Forefront’s Market Notes: Comparison is the Thief of Joy

Comparison is the Thief of Joy



It finally happened this weekend; the kids asked for social media accounts, specifically Snapchat. I was not ready to have this conversation, but the kids rarely do anything on my schedule.


As I told them in an age-appropriate way the dangers of social media and that they had no chance of having it for years to come, I thought about how much what I was telling them could apply to adults as well.


In the age of social media and constant connectivity, it’s all too easy to fall into the trap of comparing our lives to others’. Whether it’s seeing luxurious vacations, fancy cars, or beautiful homes, the comparison we make can often leave us feeling inadequate and unsatisfied.


This phenomenon also extends to our financial lives, where comparing ourselves to others’ wealth and success can rob us of the joy and contentment we should derive from our own financial planning.


If Johnny Jumped Off a Bridge…..


As the years go by, I become more and more like my parents, and I found myself asking my children this weekend, if their friend jumped off a bridge, would they also jump? As a nine and 8-year-old will do, they were excited to jump off this made-up bridge because “it sounds fun.”


It’s human nature to compare ourselves to others, especially in the realm of finances. We often measure our success based on external markers such as income, possessions, or job titles. This is guaranteed to have a detrimental effect on our well-being.


Comparing our financial situation to others’ can lead to unrealistic expectations. We will feel pressure to live beyond our means, striving for a lifestyle that doesn’t align with your values. This leads to stress, debt, marital issues, and a perpetual feeling of dissatisfaction. Comparing ourselves to others also clouds our vision of our own achievements. We tend to overlook our progress and accomplishments when comparing ourselves to others, which often triggers envy and resentment.


Embrace The Plan™ 


I put the little TM symbol next to the plan as a bit of a tongue-in-cheek joke, but for those who are clients or read my blog each week, you have heard me say the plan is the product, not the portfolio.


In the 17 years of giving financial advice, the best guidance I can offer for finances and life is to stop caring what other people think.


Instead of succumbing to the comparison trap, we can focus on the three things I have seen my most successful clients do.


Control cash flow, automate bill paying and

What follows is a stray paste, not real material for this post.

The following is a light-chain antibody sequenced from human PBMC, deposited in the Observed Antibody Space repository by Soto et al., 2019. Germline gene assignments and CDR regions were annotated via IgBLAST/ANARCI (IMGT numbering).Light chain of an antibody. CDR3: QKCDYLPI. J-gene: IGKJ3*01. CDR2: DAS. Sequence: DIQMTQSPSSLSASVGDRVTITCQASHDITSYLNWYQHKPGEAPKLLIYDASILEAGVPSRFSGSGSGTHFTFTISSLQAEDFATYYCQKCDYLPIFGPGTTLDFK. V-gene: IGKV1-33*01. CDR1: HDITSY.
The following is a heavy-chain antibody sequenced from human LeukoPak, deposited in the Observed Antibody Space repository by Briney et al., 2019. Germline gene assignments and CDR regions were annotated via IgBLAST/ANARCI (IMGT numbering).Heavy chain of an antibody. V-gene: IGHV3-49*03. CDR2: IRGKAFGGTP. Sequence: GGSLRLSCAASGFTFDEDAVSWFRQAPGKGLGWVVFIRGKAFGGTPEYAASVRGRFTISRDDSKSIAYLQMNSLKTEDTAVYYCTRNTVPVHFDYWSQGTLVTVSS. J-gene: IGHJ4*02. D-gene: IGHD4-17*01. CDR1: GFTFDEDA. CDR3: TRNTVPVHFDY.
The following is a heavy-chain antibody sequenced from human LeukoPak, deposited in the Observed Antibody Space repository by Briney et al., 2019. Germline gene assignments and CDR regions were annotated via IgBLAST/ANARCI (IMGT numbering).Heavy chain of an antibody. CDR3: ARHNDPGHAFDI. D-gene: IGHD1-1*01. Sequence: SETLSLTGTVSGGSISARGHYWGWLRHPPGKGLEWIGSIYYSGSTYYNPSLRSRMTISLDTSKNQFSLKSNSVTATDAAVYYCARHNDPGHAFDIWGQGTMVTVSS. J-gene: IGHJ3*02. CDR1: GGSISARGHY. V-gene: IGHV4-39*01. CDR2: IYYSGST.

savings, and change your plan when your life

changes, not when the news changes.


It is easier to write those three things than implement them, but by leaning into your financial plan and blocking out the outside noise, you will succeed in your plan to retire and be happier along the journey.

Stock market calendar this week:

Juneteenth Day holiday, all markets closed
10:00 AM Home builder confidence index
8:30 AM Housing starts
11:45 AM New York Fed President John Williams speaks
10:00 AM Fed Chair Powell testifies to House panel
10:00 AM Senate nomination hearing for Fed Govs. Jefferson and Cook and nominee Kugler
8:30 AM Initial jobless claims
8:30 AM U.S. current account
10:00 AM Existing home sales
10:00 AM Fed Chair Powell testifies to Senate panel
10:00 AM U.S. leading economic indicators
8:30 AM S&P flash U.S. services PMI
8:30 AM S&P flash U.S. manufacturing PMI


Most anticipated earnings for this week:

Did you miss our blog last week?

Don’t Aim, Just Throw

About Amit: I am a first generation American, the son of a working-class Indian family, and I lived through my parents’ struggle to find their place in this country, to put down roots that would sustain them as well as their children in a new land. As they encouraged me to excel in school and fostered my hobbies and interests, I was keenly aware of the dynamic between them. I understood that there was a difference between where they came from individually and where we were now. They worked hard in their individual capacities, but they weren’t always on the same page about financial issues – and that can make or break a family’s future. I didn’t know it at the time, but this laid the groundwork for my passion towards financial services and helping families succeed.